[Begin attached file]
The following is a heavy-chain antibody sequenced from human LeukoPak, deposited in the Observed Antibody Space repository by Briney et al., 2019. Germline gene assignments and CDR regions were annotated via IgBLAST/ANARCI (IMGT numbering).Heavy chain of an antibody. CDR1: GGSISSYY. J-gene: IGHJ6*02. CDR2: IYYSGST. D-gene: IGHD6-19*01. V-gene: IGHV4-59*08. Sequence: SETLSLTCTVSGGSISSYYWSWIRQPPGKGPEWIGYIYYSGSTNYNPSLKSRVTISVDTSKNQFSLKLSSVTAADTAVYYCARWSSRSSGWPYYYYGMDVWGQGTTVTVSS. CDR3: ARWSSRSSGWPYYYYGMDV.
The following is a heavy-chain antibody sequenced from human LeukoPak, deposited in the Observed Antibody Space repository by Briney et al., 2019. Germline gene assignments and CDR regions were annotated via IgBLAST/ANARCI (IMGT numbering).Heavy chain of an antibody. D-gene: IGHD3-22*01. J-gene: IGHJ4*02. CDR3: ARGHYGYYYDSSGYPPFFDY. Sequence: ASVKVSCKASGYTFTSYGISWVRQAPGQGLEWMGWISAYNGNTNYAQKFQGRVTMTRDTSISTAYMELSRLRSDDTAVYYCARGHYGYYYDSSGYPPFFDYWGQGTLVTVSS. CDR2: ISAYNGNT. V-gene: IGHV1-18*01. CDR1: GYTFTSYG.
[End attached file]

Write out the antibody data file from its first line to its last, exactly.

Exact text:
The following is a heavy-chain antibody sequenced from human LeukoPak, deposited in the Observed Antibody Space repository by Briney et al., 2019. Germline gene assignments and CDR regions were annotated via IgBLAST/ANARCI (IMGT numbering).Heavy chain of an antibody. CDR1: GGSISSYY. J-gene: IGHJ6*02. CDR2: IYYSGST. D-gene: IGHD6-19*01. V-gene: IGHV4-59*08. Sequence: SETLSLTCTVSGGSISSYYWSWIRQPPGKGPEWIGYIYYSGSTNYNPSLKSRVTISVDTSKNQFSLKLSSVTAADTAVYYCARWSSRSSGWPYYYYGMDVWGQGTTVTVSS. CDR3: ARWSSRSSGWPYYYYGMDV.
The following is a heavy-chain antibody sequenced from human LeukoPak, deposited in the Observed Antibody Space repository by Briney et al., 2019. Germline gene assignments and CDR regions were annotated via IgBLAST/ANARCI (IMGT numbering).Heavy chain of an antibody. D-gene: IGHD3-22*01. J-gene: IGHJ4*02. CDR3: ARGHYGYYYDSSGYPPFFDY. Sequence: ASVKVSCKASGYTFTSYGISWVRQAPGQGLEWMGWISAYNGNTNYAQKFQGRVTMTRDTSISTAYMELSRLRSDDTAVYYCARGHYGYYYDSSGYPPFFDYWGQGTLVTVSS. CDR2: ISAYNGNT. V-gene: IGHV1-18*01. CDR1: GYTFTSYG.